GEECL to Invest $2 Billion in Shale Gas Exploration – Jammu Kashmir Latest News | Tourism
New Delhi, June 5: Great Eastern Energy Corporation Ltd, a pioneer in coal bed methane in India, plans to invest around $2 billion (Rs 15,000 crore) in shale gas exploration on its block of Raniganj South in West Bengal, said its CEO and CEO Prashant Modi.
“We want to recreate in shale what we did for CBM,” he said. “We pioneered the exploration, production and development of CBM in India.”
CBM (Coal Bed Methane) is a gas trapped under coal seams.
GEECL signed India’s first CBM contract for the Raniganj South Block on May 31, 2001. “We were the first to commercialize CBM in July 2007,” he said.
Previously, the company’s CBM block was under contract with Coal India Ltd. Since 1993. At that time, CBM had practically no presence in Asia and was still in its infancy in the world.
“We have huge shale resource potential of up to 6.63 trillion cubic feet (TCF) in our block,” he said. “We are awaiting the amendment of our oil mining lease for shale exploration by the government of West Bengal. After that, we plan to drill shale core wells to assess geological and other technical factors.”
Subject to the results obtained and analyzed on the cored wells, GEECL will drill pilot production wells. “Assuming the results obtained from the pilot production wells are in line with our expectations, the total investment envisaged in our shale program is approximately $2 billion, or Rs 15,000 crore,” Modi said.
On the fact that the government was considering levying a windfall tax on resulting higher revenues for oil and gas players due to high global energy prices, he said: “It will be very unfortunate and a disaster. for the oil and gas sector, if the government decides to impose such a tax.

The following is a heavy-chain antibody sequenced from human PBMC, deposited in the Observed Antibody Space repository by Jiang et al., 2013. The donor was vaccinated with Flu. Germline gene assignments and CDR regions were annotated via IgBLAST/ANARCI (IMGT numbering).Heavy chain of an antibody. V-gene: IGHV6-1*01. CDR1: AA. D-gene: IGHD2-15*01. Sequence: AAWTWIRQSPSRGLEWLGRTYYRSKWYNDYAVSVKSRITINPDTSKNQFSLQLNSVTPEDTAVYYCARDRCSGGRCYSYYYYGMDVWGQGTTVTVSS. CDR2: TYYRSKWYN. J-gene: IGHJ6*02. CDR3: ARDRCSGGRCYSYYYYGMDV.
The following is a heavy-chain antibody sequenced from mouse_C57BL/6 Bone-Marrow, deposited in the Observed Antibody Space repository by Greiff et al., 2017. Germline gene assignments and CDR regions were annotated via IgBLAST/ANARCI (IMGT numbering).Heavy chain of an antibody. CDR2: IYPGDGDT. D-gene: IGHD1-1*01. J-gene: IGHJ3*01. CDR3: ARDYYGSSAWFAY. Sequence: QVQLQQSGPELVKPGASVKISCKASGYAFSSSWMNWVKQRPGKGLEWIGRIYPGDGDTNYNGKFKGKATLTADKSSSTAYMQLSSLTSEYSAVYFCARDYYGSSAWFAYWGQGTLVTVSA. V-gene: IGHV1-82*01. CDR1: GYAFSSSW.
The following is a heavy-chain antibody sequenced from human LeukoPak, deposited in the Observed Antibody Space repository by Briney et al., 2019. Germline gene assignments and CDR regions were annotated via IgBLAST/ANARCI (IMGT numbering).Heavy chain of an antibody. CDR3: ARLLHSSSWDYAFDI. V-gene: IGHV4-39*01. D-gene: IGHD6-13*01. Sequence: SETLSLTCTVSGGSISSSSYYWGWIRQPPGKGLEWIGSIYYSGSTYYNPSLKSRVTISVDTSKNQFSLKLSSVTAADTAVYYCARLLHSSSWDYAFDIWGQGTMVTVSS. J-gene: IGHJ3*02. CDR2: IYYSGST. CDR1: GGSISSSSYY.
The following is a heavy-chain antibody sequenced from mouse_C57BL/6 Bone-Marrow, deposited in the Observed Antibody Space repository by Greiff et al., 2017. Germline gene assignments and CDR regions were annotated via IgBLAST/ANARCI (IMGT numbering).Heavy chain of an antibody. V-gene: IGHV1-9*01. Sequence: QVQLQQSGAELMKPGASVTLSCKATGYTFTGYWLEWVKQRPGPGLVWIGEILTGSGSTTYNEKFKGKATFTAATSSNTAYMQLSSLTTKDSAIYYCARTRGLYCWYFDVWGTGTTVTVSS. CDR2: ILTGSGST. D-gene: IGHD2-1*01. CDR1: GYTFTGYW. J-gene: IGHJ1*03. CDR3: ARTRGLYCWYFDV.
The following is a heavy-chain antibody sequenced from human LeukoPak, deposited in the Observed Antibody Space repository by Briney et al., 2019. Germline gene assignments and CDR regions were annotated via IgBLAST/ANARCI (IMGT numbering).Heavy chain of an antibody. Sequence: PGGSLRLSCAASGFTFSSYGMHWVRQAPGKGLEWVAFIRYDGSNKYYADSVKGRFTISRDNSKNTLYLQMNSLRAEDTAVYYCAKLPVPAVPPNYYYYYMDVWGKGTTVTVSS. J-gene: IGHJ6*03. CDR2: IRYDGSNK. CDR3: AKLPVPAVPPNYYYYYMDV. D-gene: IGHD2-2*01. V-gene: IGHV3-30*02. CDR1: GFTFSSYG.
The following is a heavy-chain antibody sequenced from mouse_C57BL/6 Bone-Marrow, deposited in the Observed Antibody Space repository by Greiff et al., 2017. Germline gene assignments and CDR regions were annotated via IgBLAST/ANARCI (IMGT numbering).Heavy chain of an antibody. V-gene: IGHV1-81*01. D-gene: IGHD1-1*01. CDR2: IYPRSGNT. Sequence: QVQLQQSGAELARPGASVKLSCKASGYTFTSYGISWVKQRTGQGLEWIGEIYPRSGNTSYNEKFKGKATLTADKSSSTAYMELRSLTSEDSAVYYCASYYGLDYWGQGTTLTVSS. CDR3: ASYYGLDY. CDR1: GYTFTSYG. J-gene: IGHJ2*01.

Oil and gas prices depend on various factors, the main ones being supply and demand, geographic and geopolitical issues. “They go up and down like they do with other commodities and goods, which is supposed to be the ‘free market,'” he said.
“Where were the policy makers when oil turned negative and also remained in the USD 20-30 per barrel range for a long time? Companies bore the losses and many of them even went bankrupt,” he said. -he declares.
Oil prices are currently hovering above USD 110 per barrel.
“Such a tax (bonus) will only discourage national investment in this sector and thus increase imports which are already at 85% (oil) and 50% (gas). This will penalize domestic producers and incentivize international producers. It must be understood that oil and gas exploration is a very risky capital activity. The whole investment can be wiped out if commercial quantities of hydrocarbons are not found,” he added.
Regarding the inclusion of natural gas in the Goods and Services Tax (GST) regime, Modi said, this is a long-standing request from the industry.
When the “one nation, one tax” scheme was introduced in 2017, five commodities – crude oil, gasoline, diesel, ATF and natural gas – were excluded from its scope for the time being. This meant that the central government and the states continued to levy excise duty and VAT respectively on these products. More importantly, businesses are unable to offset the GST paid on inputs against the tax paid on the final product.
“This not only discourages consumers, but also producers due to the cascading effect on costs, as GST and VAT cannot be offset. Having natural gas under GST will go a long way to further increase investment in this sector and thus help reduce our hydrocarbon imports and achieve a 15% gas share in India’s energy mix,” he added.
Environmentally friendly natural gas currently accounts for 6.7% of all primary energy consumption in India. (PTI)